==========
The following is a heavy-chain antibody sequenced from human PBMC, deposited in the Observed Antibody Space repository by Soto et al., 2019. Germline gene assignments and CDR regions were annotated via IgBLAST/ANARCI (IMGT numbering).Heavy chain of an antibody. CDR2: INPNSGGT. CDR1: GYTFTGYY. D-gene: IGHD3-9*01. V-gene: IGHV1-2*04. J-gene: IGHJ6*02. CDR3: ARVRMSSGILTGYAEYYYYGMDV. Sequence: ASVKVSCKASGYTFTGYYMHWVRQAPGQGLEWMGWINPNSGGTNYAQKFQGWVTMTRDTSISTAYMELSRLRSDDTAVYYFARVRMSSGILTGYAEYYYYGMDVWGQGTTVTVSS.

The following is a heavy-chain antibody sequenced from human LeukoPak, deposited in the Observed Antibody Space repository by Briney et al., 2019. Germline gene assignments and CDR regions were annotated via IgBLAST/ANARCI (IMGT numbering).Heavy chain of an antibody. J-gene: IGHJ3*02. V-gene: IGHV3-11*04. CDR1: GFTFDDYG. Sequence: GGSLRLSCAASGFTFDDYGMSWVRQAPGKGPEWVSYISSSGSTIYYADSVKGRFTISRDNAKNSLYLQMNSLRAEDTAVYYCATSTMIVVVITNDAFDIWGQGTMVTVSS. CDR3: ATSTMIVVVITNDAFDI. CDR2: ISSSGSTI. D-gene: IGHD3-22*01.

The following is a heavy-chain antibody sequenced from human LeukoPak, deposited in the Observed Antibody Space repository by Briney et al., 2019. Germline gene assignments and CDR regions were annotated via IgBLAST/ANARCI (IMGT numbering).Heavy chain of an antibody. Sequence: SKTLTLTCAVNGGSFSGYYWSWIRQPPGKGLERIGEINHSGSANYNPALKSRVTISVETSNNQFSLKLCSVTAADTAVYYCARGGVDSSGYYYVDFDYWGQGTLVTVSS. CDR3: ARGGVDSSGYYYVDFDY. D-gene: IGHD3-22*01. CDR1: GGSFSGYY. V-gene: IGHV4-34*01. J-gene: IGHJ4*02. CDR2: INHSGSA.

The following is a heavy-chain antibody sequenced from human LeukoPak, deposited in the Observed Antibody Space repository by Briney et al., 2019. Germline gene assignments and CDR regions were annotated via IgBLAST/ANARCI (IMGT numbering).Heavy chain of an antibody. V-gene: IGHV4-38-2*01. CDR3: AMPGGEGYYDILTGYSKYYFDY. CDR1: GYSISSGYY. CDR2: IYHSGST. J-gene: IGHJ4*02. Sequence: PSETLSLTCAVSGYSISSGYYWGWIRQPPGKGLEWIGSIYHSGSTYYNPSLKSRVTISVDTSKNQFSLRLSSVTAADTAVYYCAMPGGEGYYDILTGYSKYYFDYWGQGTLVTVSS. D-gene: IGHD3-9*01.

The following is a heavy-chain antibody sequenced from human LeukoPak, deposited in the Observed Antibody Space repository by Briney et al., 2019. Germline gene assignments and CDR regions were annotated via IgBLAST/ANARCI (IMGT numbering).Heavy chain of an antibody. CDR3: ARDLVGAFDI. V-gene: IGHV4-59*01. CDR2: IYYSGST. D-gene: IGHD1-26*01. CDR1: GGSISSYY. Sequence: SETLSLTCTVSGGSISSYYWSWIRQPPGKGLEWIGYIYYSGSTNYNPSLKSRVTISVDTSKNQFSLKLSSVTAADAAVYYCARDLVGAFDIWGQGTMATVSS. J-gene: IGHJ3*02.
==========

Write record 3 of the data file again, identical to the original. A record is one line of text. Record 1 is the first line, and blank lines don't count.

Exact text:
The following is a heavy-chain antibody sequenced from human LeukoPak, deposited in the Observed Antibody Space repository by Briney et al., 2019. Germline gene assignments and CDR regions were annotated via IgBLAST/ANARCI (IMGT numbering).Heavy chain of an antibody. Sequence: SKTLTLTCAVNGGSFSGYYWSWIRQPPGKGLERIGEINHSGSANYNPALKSRVTISVETSNNQFSLKLCSVTAADTAVYYCARGGVDSSGYYYVDFDYWGQGTLVTVSS. CDR3: ARGGVDSSGYYYVDFDY. D-gene: IGHD3-22*01. CDR1: GGSFSGYY. V-gene: IGHV4-34*01. J-gene: IGHJ4*02. CDR2: INHSGSA.